Urban Wolf is Watching You

A well-appointed man lands in Paris and stops off in the restroom. He notes a security camera in the corner, innocuously capturing his movements. As he steps back from the sink, it seems as though the camera follows him. Paranoia? Or is he merely one of a million people being silently monitored in our increasingly surveillance-ridden society? As he goes on his way, he becomes more and more aware of pervasive cameras everywhere, unescapable. But are they really singling him out? And if so, for what purpose?

This is the premise of the new web series Urban Wolf, which started playing on Crackle.com a few days ago. I was able to see a screening of the entire series recently, and it’s quite worth your time. Though the premise sounds like a lot of other paranoia thrillers, this is done tightly and stylishly, with much higher production values than commonly found in web series. It feels very cinematic, and yet director Laurent Touil-Tartour embraces the particular needs of web video, splitting the series up into fifteen segments, each three to four minutes long and all written with that length in mind.

In an effective artistic choice, there’s essentially no dialogue in the series; rather, everything plays out visually, carried out through a dynamic central performance by Vincent Sze. Touil-Tartour has a nice flair for composition and a good sense of visual storytelling. He also knows how to do good twists and suggest things rather than spell them out, something I really appreciated. I know he’s hoping this series gets him noticed by the film and television industry (getting the series on Sony-owned Crackle.com is probably a nice start), but I’m also glad to see ambitious series like this on the web. Web video is starting to come of age a little, and as much as I love geeky comedy series like The Guild and The Legend of Neil, it’s nice to see some different genres and styles in the mix.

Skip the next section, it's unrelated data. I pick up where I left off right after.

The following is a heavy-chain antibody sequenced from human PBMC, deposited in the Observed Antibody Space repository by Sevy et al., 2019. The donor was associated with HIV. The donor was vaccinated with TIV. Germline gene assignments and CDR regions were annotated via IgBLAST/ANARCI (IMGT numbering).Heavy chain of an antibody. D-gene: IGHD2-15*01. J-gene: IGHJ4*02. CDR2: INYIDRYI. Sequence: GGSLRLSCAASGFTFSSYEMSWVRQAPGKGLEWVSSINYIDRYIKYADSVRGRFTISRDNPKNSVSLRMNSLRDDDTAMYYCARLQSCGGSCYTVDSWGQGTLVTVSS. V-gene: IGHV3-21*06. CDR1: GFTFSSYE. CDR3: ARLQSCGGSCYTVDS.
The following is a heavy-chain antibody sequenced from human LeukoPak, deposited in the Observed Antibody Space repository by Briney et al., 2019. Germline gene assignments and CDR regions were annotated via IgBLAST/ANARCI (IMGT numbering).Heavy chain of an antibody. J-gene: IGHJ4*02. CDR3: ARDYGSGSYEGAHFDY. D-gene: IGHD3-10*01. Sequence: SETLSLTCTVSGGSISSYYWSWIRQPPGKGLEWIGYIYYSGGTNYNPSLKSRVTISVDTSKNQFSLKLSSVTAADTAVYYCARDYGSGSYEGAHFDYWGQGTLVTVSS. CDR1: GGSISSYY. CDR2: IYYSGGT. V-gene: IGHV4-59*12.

Urban Wolf screened to good reactions and awards at the ITV Festival, AFI Digifest, and ComicCon over the past year. I’ve embedded the first episode of the series under the seats, and the first six episodes are already available on Crackle. They’re releasing one a day, looks like, which means you won’t have to wait long in between each cliff-hanger.


From Crackle: Laying Plans




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